To be or not to be - that is the question: Whether
'tis nobler in the mind to suffer the slings and arrows of outrageous bi-annual clock
shifts, or to take up arms against a sea of contradicting justifications for and against
the existence of DST, and by opposing, end it. (apologies to Will Shakespeare and
Twice each year, a majority of the western world is subject to a manmade disruption
in circadian and habitual cycles with an inane one-hour clock change on and off of "Daylight Saving(s)
Time" (DST). Some historians claim that
Benjamin Franklin joked about DST in the 18th century, but it was New Zealander
George Hudson who proposed the modern day clock shift scheme in 1895. Germany, on
April 30, 1916, was the first country to officially adopt DST. Since then, many other
countries have gone onto and off of Daylight Saving Time. The motivation varies from
saving coal during wartime to giving farmers more daylight for tending to crops to keeping
school kids from being run over by cars on dark mornings. As you might expect, "expert"
evidence is presented in abundance both for and against each issue.
Every spring and fall (actually now winter and fall) the debate begins anew regarding
whether DST is still needed. Some people want to retain the twice-yearly clock shift,
some want year-round Daylight Saving Time, and most of the rest (including me) want year-round
Standard Time (ST). Our modern world can no longer reasonably be argued to need the time
shifting. A look at the above map show who does and does not currently do DST. Within
those blue and orange areas are pockets of the population that has exempted themselves.
For instance, in the U.S., Arizona and Hawaii do not currently participate.
If the clock change were to be eliminated, then some political body must decide whether
to impose year-round DST or ST. Opinions expressed in read comment areas on websites
seem to be about evenly split, with a few people opting for a compromise that adds 30
minutes to Standard Time. My preference for Standard Time is based on nature itself.
Discounting for the minor altitude variations due to the earth's 32½° axis
tilt and its elliptical orbit, noon (midday) is defined as when the sun reaches its point
of greatest elevation in the sky, which is roughly what we designate as 12:00 pm
(noon) Greenwich Mean Time (GMT). Daylight Saving Time changes that to
1:00 pm, so there is no naturally occurring
event to reference to a DST "noon." Admittedly, in these days of manmade, artificial
everything, there is no compelling reason for demanding that noon coincide with the sun
being at its highest point in the sky. Most people are so ignorant of the natural world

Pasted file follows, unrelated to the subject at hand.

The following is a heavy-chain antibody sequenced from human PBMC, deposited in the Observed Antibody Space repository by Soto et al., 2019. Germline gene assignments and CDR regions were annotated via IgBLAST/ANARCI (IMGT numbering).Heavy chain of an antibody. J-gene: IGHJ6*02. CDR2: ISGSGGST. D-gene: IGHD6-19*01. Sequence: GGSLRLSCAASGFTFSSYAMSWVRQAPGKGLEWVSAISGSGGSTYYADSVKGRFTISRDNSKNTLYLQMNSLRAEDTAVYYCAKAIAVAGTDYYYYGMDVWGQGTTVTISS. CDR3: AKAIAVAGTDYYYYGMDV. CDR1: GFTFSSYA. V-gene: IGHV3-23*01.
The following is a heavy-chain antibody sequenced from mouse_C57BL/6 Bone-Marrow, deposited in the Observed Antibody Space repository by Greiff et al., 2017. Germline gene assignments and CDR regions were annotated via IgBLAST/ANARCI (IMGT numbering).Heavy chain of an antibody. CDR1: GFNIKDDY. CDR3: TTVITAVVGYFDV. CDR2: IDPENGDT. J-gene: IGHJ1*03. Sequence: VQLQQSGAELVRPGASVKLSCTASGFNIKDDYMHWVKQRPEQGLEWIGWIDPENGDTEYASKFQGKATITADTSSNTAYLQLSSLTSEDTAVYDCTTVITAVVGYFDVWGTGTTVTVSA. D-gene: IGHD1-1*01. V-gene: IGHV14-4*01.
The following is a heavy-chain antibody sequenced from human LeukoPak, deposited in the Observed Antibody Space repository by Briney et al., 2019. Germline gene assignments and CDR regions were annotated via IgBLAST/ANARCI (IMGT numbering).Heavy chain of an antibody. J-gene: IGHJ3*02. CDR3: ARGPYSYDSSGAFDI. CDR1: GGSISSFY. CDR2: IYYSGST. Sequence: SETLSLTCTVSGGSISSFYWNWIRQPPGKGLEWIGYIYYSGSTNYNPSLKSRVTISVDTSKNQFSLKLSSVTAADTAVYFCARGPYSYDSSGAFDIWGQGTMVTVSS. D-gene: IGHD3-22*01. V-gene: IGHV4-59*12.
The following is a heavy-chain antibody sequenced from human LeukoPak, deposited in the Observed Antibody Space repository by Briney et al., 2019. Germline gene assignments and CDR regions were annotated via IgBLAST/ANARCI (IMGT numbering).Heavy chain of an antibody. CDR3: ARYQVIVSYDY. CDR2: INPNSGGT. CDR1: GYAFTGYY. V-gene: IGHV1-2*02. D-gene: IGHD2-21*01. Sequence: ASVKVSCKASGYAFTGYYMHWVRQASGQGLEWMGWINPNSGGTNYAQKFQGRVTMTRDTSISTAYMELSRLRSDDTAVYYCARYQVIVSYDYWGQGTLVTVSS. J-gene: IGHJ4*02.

around them that the astronomical method for time keeping it would never occur to them.
The aforementioned phenomenon of the daily variation in the sun's time of maximum
height in the sky gives rise to a curve called an
analemma. The photo
to the right shows where the sun is at the exact same time (noon in this case) throughout
the year. Its figure-8 pattern results from what is known as the "equation of time"
(EoT), which is the difference between solar noon and your watch's noon. Note that the
crossing portion of the curve is not in the center; that is due to Earth's elliptical
orbit. If the sun was in the exact center of a circular orbit, the analemma curve would
Each point on earth generates a unique analemma
plot. The chart to the left is one I created for my location in Erie, Pennsylvania*.
Data points were generated on the www.solar-noon.com website. I put them in Excel and generated the analemma curve.
You can see that at my longitude located west of the center of the Eastern Time Zone
how the sun is always late to assume its position of highest altitude.
My fascination (some would say obsession) with
time, length of day (daylight), seasonal changes, etc., has existed for as long as I
can remember. Even as a kid in
Mayo, Maryland, I was keenly aware of the changes. Shortly after
we got married, Melanie created a counted cross stitch project (to the right) depicting
length of day versus day of year which I designed using data from
The Old Farmers Almanac tables.
You might also be interested in an article I wrote a couple years ago titled, "A Graphical
Look at Daylight Saving(s) Time."
In conclusion I say let us rid ourselves of the bi-annual clock shift and re-adopt
Standard Time as our timekeeping norm.
* RF Cafe coordinates:
42.076262N : 80.196111W
Posted March 12, 2018